Action: Actions are the challenging behaviours themselves. The STAR approach emphasises that the challenging behaviour must be defined in term of observable behaviours.
 
Response: These are the events that follow the action. Results can be positive, negative or neutral.  The results will influence the likelihood of the action happening again. If the results are rewarding for the child, they increase the chances of the behaviour happening again. 
  • Social results: the child gains attention/comfort OR succeeds in avoiding unwanted social contact or successfully avoids a demand
  • Occupational result: the child gets to do a desired activity OR escapes an unwanted activity 
  • Did the child’s behaviour result in them getting something they didn’t have before, e.g. object/food?
  • Sensory results: the child gains sensory satisfaction or avoids sensory overload.
 
 
Date & Time Setting Triggers Actions Response Notes  
Sat. 23/09/17 3.00pm Child's Bedroom.
Child playing computer game.
Parent talking to child about concern.  Child has meltdown, hits, swears, shouts and hides. Parent leaves, child avoids discussion and regains personal space. Avoid discussions in child's personal space / bedroom. Negotiate a time and place to talk. Think of less direct ways to communicate concerns.
Sund. 24/09/17 1.00pm Lounge. Child watching TV show. Parent asks child to sit with family at dinner table. Child ignores request. Parent switches off TV. Child hides and shuts down. Child avoids transition and possible sensory / social overload. Negotiate with child re mealtimes, what to eat and where to eat. Consider allowing child to eat in a setting of their choice.
Mond.
​25/09/17
​3.30pm
Local Shop.
On way home from school.
Child wants parent to spend too much money in shop. Parent refuses and child has a meltdown in the shop. Child did not get the items, but this doesn't stop a reoccurrence of the issue. Negotiate with child on amount to spend in shop. Allow a small reserve amount if further negotiation needed. Discuss a drive in the car prior to going to the shop to allow a period of calm following school. Have treats in the car instead. Go to shop at quieter time and when child is not so overloaded e.g. in the evening.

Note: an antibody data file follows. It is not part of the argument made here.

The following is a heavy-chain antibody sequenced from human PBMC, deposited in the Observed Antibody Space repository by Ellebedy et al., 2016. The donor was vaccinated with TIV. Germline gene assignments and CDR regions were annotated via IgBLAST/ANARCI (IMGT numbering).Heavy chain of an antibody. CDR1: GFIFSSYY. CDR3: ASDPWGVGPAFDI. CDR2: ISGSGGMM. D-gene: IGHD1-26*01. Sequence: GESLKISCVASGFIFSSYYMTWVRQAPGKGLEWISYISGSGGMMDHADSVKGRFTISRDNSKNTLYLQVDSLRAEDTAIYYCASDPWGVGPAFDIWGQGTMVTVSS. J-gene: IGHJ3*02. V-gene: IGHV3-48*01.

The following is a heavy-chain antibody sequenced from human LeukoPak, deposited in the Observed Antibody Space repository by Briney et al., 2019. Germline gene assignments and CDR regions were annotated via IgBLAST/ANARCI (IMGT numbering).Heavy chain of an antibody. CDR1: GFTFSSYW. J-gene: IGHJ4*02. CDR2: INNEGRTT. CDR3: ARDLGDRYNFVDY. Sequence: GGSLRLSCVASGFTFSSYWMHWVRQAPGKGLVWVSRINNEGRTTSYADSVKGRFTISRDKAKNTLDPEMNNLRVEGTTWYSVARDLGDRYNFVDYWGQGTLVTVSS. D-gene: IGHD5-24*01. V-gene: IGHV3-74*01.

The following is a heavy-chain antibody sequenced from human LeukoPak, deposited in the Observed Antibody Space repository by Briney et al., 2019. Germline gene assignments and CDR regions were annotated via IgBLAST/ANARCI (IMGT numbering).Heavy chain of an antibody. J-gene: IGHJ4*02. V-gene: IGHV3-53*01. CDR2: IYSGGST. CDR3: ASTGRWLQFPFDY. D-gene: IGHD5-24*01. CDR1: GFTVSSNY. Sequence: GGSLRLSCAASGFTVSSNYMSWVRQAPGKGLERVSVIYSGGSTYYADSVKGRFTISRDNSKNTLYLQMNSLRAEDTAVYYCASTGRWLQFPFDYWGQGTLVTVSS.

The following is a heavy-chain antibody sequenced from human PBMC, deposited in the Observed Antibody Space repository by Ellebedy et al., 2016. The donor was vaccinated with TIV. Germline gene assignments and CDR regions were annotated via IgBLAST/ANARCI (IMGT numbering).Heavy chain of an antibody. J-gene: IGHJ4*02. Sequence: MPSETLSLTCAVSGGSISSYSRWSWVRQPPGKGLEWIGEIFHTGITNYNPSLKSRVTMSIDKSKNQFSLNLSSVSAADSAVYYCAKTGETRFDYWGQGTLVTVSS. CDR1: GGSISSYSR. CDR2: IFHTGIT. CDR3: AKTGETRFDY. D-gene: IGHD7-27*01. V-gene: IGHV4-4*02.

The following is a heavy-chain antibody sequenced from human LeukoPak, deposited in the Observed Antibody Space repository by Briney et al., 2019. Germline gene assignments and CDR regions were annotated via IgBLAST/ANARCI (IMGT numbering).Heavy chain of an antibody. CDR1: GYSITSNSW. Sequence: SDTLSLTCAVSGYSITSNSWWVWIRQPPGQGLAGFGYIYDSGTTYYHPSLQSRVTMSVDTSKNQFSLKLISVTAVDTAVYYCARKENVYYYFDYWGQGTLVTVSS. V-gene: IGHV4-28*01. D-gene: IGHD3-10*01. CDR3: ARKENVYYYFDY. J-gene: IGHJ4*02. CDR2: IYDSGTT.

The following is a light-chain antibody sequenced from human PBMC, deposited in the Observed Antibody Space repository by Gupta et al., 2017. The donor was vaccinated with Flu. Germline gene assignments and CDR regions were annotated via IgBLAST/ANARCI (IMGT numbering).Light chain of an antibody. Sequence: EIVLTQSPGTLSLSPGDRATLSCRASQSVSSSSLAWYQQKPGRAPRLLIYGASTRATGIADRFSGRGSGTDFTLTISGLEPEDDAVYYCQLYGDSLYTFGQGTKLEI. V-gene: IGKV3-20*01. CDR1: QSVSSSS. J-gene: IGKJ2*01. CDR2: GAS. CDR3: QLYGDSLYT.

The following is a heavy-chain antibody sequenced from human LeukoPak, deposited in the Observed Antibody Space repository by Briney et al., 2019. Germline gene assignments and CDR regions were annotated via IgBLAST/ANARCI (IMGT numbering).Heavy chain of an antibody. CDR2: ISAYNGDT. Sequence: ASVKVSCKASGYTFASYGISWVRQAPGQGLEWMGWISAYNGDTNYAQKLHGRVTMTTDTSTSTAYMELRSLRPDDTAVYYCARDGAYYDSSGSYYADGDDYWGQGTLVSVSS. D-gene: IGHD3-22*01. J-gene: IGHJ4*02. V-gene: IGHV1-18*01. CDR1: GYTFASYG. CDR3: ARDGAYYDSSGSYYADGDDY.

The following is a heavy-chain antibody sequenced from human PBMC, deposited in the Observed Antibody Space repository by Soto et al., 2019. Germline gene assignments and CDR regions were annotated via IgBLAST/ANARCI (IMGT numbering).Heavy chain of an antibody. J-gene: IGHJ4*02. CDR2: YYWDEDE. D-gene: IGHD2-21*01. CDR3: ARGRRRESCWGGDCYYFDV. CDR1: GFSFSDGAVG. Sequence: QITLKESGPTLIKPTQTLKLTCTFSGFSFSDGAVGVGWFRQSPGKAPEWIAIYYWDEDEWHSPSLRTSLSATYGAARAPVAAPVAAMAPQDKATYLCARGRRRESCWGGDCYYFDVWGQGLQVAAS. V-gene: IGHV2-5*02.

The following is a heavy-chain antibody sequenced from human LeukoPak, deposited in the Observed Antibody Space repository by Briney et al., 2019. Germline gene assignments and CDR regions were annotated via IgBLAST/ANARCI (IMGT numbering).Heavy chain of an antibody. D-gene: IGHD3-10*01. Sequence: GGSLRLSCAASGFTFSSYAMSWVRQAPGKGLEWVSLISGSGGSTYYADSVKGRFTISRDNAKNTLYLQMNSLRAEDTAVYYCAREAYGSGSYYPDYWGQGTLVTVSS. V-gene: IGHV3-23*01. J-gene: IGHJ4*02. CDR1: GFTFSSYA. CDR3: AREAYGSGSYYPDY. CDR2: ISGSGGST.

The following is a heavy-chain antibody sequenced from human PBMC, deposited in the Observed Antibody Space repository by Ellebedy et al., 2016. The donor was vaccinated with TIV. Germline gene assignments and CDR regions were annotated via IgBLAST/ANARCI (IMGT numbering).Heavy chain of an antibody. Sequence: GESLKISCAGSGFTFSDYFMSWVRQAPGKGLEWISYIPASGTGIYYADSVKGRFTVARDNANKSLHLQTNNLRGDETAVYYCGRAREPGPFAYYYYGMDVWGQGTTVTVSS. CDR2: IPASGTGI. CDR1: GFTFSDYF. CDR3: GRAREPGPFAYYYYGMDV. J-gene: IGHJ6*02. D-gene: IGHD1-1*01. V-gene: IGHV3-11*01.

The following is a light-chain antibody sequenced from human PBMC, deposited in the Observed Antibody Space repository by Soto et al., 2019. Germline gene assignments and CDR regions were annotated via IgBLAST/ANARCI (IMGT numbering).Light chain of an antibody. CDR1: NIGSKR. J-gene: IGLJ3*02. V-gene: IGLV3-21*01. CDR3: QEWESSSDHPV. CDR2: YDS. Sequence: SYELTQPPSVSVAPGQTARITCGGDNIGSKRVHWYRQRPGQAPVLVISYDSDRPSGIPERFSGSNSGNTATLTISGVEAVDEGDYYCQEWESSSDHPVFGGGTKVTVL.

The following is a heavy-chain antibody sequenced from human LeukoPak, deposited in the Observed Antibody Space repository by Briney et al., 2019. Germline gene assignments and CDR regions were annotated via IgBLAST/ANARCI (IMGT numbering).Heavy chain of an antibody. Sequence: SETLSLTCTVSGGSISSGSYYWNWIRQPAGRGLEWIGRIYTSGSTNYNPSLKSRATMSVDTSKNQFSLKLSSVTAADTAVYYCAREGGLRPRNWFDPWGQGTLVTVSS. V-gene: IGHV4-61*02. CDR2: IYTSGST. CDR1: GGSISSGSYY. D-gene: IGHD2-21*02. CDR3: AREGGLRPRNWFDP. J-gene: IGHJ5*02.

Further Information

Some more information about identifying triggers and finding strategies that may work for your child with/with suspected PDA can be found at our website 'strategies to try at home' and our series of webinars. 

You can read more information about behaviours that challenge at ‘Ambitious About Autism - behaviours that challenge' and at the ‘National Autistic Society’.

The PDA Society would like to thank The Jigsaw Tree for preparing this factsheet.


Further information – family resources

You can find further information, leaflets, websites and webinars in our extensive list of family resources and webinars.


Further reading and information about PDA

Further information about PDA can be found in the following areas of our website.

The National Autistic Society also provide an increasing amount of information about PDA.


Please note that the PDA Society are not making any recommendations nor is responsible for the content of sites and links that are external to the PDA Society.

Please contact us if you discover any broken links.